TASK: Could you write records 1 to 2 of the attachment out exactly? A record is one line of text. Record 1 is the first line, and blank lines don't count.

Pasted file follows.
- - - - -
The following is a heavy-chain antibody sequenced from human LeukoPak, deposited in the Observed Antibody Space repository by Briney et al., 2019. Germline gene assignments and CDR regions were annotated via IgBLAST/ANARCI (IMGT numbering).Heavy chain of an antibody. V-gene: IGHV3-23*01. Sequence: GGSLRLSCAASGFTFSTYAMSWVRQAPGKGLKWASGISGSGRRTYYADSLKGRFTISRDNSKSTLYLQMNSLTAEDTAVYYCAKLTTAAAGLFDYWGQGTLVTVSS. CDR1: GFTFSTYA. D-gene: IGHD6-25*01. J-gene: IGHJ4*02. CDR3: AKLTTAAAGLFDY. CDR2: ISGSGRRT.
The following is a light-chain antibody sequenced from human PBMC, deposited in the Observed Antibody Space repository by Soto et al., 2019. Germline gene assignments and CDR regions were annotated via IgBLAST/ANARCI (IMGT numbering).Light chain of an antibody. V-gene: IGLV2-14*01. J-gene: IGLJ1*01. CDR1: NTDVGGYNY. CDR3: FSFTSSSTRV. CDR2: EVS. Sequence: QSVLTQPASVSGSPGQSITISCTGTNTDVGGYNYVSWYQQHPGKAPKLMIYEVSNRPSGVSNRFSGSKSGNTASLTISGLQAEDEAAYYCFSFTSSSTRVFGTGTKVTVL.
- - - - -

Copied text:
The following is a heavy-chain antibody sequenced from human LeukoPak, deposited in the Observed Antibody Space repository by Briney et al., 2019. Germline gene assignments and CDR regions were annotated via IgBLAST/ANARCI (IMGT numbering).Heavy chain of an antibody. V-gene: IGHV3-23*01. Sequence: GGSLRLSCAASGFTFSTYAMSWVRQAPGKGLKWASGISGSGRRTYYADSLKGRFTISRDNSKSTLYLQMNSLTAEDTAVYYCAKLTTAAAGLFDYWGQGTLVTVSS. CDR1: GFTFSTYA. D-gene: IGHD6-25*01. J-gene: IGHJ4*02. CDR3: AKLTTAAAGLFDY. CDR2: ISGSGRRT.
The following is a light-chain antibody sequenced from human PBMC, deposited in the Observed Antibody Space repository by Soto et al., 2019. Germline gene assignments and CDR regions were annotated via IgBLAST/ANARCI (IMGT numbering).Light chain of an antibody. V-gene: IGLV2-14*01. J-gene: IGLJ1*01. CDR1: NTDVGGYNY. CDR3: FSFTSSSTRV. CDR2: EVS. Sequence: QSVLTQPASVSGSPGQSITISCTGTNTDVGGYNYVSWYQQHPGKAPKLMIYEVSNRPSGVSNRFSGSKSGNTASLTISGLQAEDEAAYYCFSFTSSSTRVFGTGTKVTVL.